Wakeup Cinema: Oliver Stone Frank Beaver. Oliver Stone: Wakeup Cinema. New York: Twayne Publishers, 1994. 243 pages. $15.95 paper.
Frank Beaver, the author of Oliver Stone: Wakeup Cinema, is Arthur F. Thurnau professor of communication and chair of the Department of Communication at the University of Michigan. He is also general editor for Twayne's Filmmakers Series of which his book on Oliver Stone is a part. The Twayne series includes studies of auteurs, movements, genres, and nationalist cinema; it attempts to address a wide audience including the film student, the scholar, and the general reader.
Beaver claims to be eclectic in his approach to understanding Stone's work as screenwriter, director, and producer. He offers much factual material on Stone's personal life, identifies historical and cultural circumstances which shaped his vision as a filmmaker, catalogs production details, describes recurrent themes and structures and techniques in the films, as well as surveys critical reactions to Stone's work in the popular press. What emerges is a preliminary study of an auteur who is still very much alive and working.
Beaver sees Stone as a product of the turbulent 1960s-a rebel, forever changed by the assassination of JFK, the betrayal of Vietnam, and ultimately the drugs, music, and leftwing attitudes of the counterculture. He argues that this background prepared Stone to become an unconventional director of the 1980s and 1990s rebelling against an increasingly conservative America spinning on a political/aesthetic axis running from Ronald Reagan's Washington to Arnold Schwarzenegger's Hollywood (or perhaps, now, the other way around). Beaver notes that Stone's films raise disturbing questions about America's involvement in El Salvador and its linkage to Vietnam, insider trading on Wall Street, inflammatory speech on talk radio, the rise and fall of rock-star celebrities, the treatment of Vietnam veterans, the assassination of JFK, and America's obligation to South Vietnamese refugees. Such righteous challenges to the ethics of American institutions, myths, and recent history embodied in free-swinging blends of fact and fiction quite naturally made Stone a controversial figure much discussed in the popular media. Consequently, Beaver follows the public debate over Stone's personality, work, and celebrity status in an attempt to assess the degree to which this fiercely independent filmmaker altered his artistic vision in response to public criticism. The answer appears to be, not much.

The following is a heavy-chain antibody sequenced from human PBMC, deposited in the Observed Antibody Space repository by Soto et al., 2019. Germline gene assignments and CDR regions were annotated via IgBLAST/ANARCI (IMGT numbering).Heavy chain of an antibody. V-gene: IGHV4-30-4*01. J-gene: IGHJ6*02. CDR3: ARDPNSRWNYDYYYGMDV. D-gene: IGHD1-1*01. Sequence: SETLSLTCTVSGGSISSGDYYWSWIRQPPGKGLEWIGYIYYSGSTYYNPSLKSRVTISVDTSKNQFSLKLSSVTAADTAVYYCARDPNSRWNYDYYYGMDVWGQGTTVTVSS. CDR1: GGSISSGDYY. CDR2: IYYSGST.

Recurrently Stone's films are seen to be told from a strong male perspective-headstrong, blustery, bold, ideologically explicit, mission oriented. In contrast to the standard Hollywood product meant to entertain, these are films meant to provoke or outrage-to wake up an audience lulled into a coma by comfortable myths and pieties placed upon recent history by cultural spin doctors in the media and political establishment. Beaver notes that Stone's "wakeup cinema" employs similar dramatic structures and a style which constitute the clear signature of an auteur. …